Meiji Era

Meiji Constitution
Conference on Drafting a Constitution by Goseda Hōryū [ja], showing Itō Hirobumi explaining the draft to the Emperor and the Privy Council in June 1888
1890 Nov 29 - 1947 May 2

Meiji Constitution


The Constitution of the Empire of Japan was the constitution of the Empire of Japan which was proclaimed on February 11, 1889, and remained in force between November 29, 1890 and May 2, 1947. Enacted after the Meiji Restoration in 1868, it provided for a form of mixed constitutional and absolute monarchy, based jointly on the German and British models. In theory, the Emperor of Japan was the supreme leader, and the Cabinet, whose Prime Minister would be elected by a Privy Council, were his followers; in practice, the Emperor was head of state but the Prime Minister was the actual head of government. Under the Meiji Constitution, the Prime Minister and his Cabinet were not necessarily chosen from the elected members of parliament.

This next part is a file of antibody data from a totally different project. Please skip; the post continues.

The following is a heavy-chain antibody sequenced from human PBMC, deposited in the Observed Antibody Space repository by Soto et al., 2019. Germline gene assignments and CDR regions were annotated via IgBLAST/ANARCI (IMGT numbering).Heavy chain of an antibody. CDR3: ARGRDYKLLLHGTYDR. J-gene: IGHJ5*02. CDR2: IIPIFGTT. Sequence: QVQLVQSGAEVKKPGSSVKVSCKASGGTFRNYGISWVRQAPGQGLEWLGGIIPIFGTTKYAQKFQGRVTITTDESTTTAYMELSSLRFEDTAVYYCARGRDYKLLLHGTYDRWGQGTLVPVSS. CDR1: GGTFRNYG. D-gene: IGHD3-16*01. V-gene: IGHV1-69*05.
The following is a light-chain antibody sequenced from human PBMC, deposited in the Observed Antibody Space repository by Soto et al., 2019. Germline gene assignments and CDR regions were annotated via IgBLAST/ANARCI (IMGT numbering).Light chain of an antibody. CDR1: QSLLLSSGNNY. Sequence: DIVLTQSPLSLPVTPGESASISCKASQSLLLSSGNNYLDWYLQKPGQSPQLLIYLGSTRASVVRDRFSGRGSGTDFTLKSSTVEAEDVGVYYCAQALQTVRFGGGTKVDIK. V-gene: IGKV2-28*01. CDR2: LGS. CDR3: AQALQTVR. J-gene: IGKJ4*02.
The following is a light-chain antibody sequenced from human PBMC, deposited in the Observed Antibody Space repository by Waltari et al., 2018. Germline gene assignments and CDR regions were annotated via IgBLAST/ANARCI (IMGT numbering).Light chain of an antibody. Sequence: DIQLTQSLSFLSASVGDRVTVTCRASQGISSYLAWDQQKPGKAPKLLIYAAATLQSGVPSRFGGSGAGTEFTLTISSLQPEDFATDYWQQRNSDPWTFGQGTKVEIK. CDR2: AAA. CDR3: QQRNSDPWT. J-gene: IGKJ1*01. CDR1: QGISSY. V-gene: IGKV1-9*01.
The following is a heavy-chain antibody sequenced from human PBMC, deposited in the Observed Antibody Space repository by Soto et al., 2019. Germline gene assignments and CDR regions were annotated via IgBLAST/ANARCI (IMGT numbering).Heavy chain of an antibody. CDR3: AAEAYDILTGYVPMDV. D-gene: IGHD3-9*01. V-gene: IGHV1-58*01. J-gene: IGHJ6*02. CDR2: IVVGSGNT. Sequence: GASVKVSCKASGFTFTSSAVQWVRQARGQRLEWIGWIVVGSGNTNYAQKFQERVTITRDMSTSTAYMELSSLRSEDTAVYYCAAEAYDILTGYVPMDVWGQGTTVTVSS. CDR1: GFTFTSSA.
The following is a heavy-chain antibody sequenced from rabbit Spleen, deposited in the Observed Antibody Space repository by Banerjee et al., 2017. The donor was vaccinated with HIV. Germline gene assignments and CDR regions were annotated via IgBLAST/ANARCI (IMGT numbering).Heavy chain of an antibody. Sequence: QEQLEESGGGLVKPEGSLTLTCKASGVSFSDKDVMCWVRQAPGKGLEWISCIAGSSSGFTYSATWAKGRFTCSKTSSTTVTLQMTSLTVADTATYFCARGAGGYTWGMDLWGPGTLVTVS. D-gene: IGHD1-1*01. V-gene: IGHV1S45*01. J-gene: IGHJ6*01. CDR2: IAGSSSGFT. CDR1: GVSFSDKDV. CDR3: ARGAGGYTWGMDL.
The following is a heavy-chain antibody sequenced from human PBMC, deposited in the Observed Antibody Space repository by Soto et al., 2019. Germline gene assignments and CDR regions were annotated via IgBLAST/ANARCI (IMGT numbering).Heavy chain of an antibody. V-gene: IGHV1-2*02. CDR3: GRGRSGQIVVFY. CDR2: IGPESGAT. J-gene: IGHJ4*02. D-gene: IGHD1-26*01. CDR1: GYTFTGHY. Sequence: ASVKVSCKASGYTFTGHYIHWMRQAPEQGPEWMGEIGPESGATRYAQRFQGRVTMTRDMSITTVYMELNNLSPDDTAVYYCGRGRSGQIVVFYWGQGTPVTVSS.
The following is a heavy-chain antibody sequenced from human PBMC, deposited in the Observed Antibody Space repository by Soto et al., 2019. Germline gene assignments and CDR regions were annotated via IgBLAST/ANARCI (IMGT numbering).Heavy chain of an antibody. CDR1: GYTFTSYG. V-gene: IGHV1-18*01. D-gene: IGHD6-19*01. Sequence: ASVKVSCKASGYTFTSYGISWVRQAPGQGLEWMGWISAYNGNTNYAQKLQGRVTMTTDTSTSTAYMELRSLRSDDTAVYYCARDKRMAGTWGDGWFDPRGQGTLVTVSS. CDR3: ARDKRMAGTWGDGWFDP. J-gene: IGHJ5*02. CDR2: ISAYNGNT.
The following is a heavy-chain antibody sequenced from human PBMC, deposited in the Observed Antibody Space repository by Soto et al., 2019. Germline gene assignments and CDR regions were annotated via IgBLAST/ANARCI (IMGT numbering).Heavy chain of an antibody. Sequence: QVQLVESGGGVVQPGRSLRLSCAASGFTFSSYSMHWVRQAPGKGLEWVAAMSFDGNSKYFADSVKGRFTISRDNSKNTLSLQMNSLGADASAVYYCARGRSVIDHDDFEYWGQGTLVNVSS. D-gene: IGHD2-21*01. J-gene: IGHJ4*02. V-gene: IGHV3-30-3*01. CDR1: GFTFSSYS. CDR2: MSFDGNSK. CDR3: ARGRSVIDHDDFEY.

During the American Occupation of Japan the Meiji Constitution was replaced with the "Postwar Constitution" on November 3, 1946; the latter document has been in force since May 3, 1947. In order to maintain legal continuity, the Postwar Constitution was enacted as an amendment to the Meiji Constitution.